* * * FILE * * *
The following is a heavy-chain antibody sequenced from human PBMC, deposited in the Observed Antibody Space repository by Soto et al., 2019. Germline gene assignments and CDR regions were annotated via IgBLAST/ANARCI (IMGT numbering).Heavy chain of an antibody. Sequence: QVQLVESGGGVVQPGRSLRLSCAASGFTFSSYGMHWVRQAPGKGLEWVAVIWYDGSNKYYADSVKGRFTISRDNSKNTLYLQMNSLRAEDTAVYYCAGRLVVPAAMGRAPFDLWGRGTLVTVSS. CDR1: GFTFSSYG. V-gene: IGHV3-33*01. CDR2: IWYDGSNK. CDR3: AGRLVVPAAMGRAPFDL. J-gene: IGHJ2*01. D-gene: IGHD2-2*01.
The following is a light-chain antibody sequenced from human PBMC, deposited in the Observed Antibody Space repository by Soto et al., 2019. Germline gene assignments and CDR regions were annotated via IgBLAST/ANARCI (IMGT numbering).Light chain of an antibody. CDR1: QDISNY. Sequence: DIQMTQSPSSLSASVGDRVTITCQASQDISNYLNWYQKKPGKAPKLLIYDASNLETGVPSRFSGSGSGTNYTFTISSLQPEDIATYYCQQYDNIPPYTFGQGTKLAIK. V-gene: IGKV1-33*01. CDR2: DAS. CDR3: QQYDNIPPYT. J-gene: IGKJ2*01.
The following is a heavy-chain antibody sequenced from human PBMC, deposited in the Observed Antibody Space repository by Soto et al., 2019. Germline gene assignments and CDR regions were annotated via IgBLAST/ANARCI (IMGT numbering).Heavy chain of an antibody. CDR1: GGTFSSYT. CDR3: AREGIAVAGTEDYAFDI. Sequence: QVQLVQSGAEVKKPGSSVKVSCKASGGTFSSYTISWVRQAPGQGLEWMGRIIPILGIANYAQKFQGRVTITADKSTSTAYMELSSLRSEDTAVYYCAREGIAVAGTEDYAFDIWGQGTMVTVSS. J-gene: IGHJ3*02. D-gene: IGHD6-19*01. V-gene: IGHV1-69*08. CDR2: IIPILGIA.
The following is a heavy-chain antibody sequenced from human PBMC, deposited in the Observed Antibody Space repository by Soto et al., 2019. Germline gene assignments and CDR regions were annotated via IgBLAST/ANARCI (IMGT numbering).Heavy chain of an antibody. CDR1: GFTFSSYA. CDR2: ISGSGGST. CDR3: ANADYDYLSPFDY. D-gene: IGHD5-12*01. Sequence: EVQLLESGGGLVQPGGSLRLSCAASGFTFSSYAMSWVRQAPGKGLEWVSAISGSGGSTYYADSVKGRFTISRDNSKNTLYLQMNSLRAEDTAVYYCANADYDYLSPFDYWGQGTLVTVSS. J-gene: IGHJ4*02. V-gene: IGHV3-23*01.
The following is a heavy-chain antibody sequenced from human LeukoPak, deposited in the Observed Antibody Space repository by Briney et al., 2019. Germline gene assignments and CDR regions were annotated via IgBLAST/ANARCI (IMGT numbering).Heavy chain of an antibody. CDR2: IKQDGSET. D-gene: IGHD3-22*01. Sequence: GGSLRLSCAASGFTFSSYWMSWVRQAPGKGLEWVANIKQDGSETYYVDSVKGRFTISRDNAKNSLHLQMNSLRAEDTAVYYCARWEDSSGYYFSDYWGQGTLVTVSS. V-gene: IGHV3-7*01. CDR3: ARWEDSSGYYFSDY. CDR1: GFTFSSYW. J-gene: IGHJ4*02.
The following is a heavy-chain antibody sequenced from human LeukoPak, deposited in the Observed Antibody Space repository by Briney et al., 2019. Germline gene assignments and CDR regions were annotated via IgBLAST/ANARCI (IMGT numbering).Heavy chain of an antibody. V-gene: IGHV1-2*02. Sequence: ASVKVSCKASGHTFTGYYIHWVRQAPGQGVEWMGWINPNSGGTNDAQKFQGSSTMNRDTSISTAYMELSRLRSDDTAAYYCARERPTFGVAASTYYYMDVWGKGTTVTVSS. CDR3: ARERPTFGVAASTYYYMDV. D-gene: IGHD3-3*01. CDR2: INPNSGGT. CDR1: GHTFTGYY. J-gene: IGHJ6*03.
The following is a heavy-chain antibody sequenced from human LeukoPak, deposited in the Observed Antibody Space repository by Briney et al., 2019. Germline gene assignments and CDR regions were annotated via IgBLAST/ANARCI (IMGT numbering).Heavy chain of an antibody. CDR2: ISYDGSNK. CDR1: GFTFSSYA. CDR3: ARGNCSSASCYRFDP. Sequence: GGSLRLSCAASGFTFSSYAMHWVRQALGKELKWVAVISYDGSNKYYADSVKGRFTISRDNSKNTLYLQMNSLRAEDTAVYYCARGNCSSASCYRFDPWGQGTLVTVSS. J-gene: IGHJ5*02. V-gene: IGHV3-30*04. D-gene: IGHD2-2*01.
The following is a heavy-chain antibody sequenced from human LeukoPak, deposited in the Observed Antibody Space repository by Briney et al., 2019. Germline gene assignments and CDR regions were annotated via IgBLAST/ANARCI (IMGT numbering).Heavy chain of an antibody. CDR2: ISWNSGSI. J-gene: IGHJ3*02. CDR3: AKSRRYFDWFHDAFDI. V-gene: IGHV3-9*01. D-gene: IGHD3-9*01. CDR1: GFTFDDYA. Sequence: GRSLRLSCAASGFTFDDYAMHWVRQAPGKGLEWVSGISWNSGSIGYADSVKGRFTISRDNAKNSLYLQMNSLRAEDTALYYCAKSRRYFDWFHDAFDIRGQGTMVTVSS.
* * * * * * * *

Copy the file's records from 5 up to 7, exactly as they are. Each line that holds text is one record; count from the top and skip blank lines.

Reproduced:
The following is a heavy-chain antibody sequenced from human LeukoPak, deposited in the Observed Antibody Space repository by Briney et al., 2019. Germline gene assignments and CDR regions were annotated via IgBLAST/ANARCI (IMGT numbering).Heavy chain of an antibody. CDR2: IKQDGSET. D-gene: IGHD3-22*01. Sequence: GGSLRLSCAASGFTFSSYWMSWVRQAPGKGLEWVANIKQDGSETYYVDSVKGRFTISRDNAKNSLHLQMNSLRAEDTAVYYCARWEDSSGYYFSDYWGQGTLVTVSS. V-gene: IGHV3-7*01. CDR3: ARWEDSSGYYFSDY. CDR1: GFTFSSYW. J-gene: IGHJ4*02.
The following is a heavy-chain antibody sequenced from human LeukoPak, deposited in the Observed Antibody Space repository by Briney et al., 2019. Germline gene assignments and CDR regions were annotated via IgBLAST/ANARCI (IMGT numbering).Heavy chain of an antibody. V-gene: IGHV1-2*02. Sequence: ASVKVSCKASGHTFTGYYIHWVRQAPGQGVEWMGWINPNSGGTNDAQKFQGSSTMNRDTSISTAYMELSRLRSDDTAAYYCARERPTFGVAASTYYYMDVWGKGTTVTVSS. CDR3: ARERPTFGVAASTYYYMDV. D-gene: IGHD3-3*01. CDR2: INPNSGGT. CDR1: GHTFTGYY. J-gene: IGHJ6*03.
The following is a heavy-chain antibody sequenced from human LeukoPak, deposited in the Observed Antibody Space repository by Briney et al., 2019. Germline gene assignments and CDR regions were annotated via IgBLAST/ANARCI (IMGT numbering).Heavy chain of an antibody. CDR2: ISYDGSNK. CDR1: GFTFSSYA. CDR3: ARGNCSSASCYRFDP. Sequence: GGSLRLSCAASGFTFSSYAMHWVRQALGKELKWVAVISYDGSNKYYADSVKGRFTISRDNSKNTLYLQMNSLRAEDTAVYYCARGNCSSASCYRFDPWGQGTLVTVSS. J-gene: IGHJ5*02. V-gene: IGHV3-30*04. D-gene: IGHD2-2*01.